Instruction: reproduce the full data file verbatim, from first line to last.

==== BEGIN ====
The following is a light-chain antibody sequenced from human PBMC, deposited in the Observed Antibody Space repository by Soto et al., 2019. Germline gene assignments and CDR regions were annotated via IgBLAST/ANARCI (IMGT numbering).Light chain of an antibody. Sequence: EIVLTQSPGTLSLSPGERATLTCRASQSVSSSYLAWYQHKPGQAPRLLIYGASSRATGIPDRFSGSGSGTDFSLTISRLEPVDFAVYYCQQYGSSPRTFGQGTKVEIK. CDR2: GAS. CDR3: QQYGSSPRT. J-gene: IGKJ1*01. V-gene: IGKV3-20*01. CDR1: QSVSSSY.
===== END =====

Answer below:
The following is a light-chain antibody sequenced from human PBMC, deposited in the Observed Antibody Space repository by Soto et al., 2019. Germline gene assignments and CDR regions were annotated via IgBLAST/ANARCI (IMGT numbering).Light chain of an antibody. Sequence: EIVLTQSPGTLSLSPGERATLTCRASQSVSSSYLAWYQHKPGQAPRLLIYGASSRATGIPDRFSGSGSGTDFSLTISRLEPVDFAVYYCQQYGSSPRTFGQGTKVEIK. CDR2: GAS. CDR3: QQYGSSPRT. J-gene: IGKJ1*01. V-gene: IGKV3-20*01. CDR1: QSVSSSY.